IOM staff assisting Somali and Ethiopian migrants, who were reportedly forced into the sea by smugglers, on a beach in Shabwa, Yemen | Photo: EPA/IOM
IOM staff assisting Somali and Ethiopian migrants, who were reportedly forced into the sea by smugglers, on a beach in Shabwa, Yemen | Photo: EPA/IOM

Many Ethiopian immigrants who try to reach Saudi Arabia are not aware of the risks of the journey, a study by the UN migration agency IOM shows.

Only 30% of Ethiopian migrants seeking to find work in Saudi Arabia by crossing the Gulf of Aden are aware that Yemen -- the country they must cross to reach their destination -- is in its sixth year of conflict, IOM found in a new study published on May 22. Less than 50% know of the dangers of boats capsizing at sea, according to IOM.

The study, titled 'The desire to thrive regardless of risk,' was carried out by the UN agency's Regional Data Hub.

Researchers found that many of the young Ethiopian migrants on the Eastern Route to the Middle East remained unaware of the risks of the journey. What exactly are those risks? They include a high likelihood of experiencing hunger, dehydration, or contracting waterborne and gastrointestinal diseases in transit, along with the possibility of being abused, IOM said.

At least 400,000 Ethiopians have left since 2017

IOM said in a statement that the study is based on interviews with over 2,000 young Ethiopians in Obock, Djibouti, trying to reach Saudi Arabia.

Since 2017, at least 400,000 Ethiopians have crossed to the Arab Peninsula. Last year, over 120,000 migrants were returned from Saudi Arabia to Addis Ababa, IOM said.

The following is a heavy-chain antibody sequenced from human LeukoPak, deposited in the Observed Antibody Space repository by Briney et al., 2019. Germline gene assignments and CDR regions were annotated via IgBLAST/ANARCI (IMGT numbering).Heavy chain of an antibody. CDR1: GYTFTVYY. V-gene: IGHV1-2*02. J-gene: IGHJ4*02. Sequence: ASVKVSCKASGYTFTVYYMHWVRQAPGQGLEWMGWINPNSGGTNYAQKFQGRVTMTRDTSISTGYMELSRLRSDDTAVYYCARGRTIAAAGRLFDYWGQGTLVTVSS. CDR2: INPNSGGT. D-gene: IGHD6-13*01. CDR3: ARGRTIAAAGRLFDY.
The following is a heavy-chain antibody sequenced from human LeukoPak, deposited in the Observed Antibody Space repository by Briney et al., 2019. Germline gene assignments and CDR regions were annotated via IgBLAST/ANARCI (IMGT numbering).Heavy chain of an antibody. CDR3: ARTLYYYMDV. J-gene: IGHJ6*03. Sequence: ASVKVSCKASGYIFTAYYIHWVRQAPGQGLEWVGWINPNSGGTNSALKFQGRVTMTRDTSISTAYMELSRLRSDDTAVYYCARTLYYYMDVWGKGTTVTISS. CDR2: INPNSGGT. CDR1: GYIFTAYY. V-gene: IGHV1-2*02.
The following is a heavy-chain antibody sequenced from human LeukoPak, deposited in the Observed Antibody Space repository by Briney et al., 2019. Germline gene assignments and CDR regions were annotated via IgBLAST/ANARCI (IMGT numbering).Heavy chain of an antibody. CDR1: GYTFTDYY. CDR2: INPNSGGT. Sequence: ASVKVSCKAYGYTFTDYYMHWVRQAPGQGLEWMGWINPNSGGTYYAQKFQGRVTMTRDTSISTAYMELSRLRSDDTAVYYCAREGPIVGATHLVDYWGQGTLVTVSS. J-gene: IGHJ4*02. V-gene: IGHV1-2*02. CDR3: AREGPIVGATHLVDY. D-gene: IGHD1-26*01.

Most migrants interviewed by IOM wanted to move for socio-economic reasons. Many expected to earn seven times more pay in Saudi Arabia than in Ethiopia.

IOM researchers found that many young Ethiopians are encouraged to leave by a strong migration culture. Many migrants know families within their communities who have improved their living standards with remittances from Saudi Arabia.

Most migration decisions made quickly

Many migrants who fail to reach Saudi Arabia are likely to try again. 64% of migrants interviewed by IOM had attempted the journey at least twice before.

The decision to migrate is usually made quickly: 83% of first-time migrants made decided to leave less than a month prior to departure, IOM said. A reported 59% of migrants undertaking their first trip did not inform their families before leaving.

IOM Regional Director for East & Horn of Africa Mohammed Abdiker said that the new report "shows us just how misinformed many Ethiopian youth who embark on these dangerous journeys are." He added: "They are ill-prepared, ill-equipped, and often put their lives in harm's way, opening themselves to abuse and exploitation. The report will enable IOM to better target its work with this community to dispel some of the myths of irregular migration."

 

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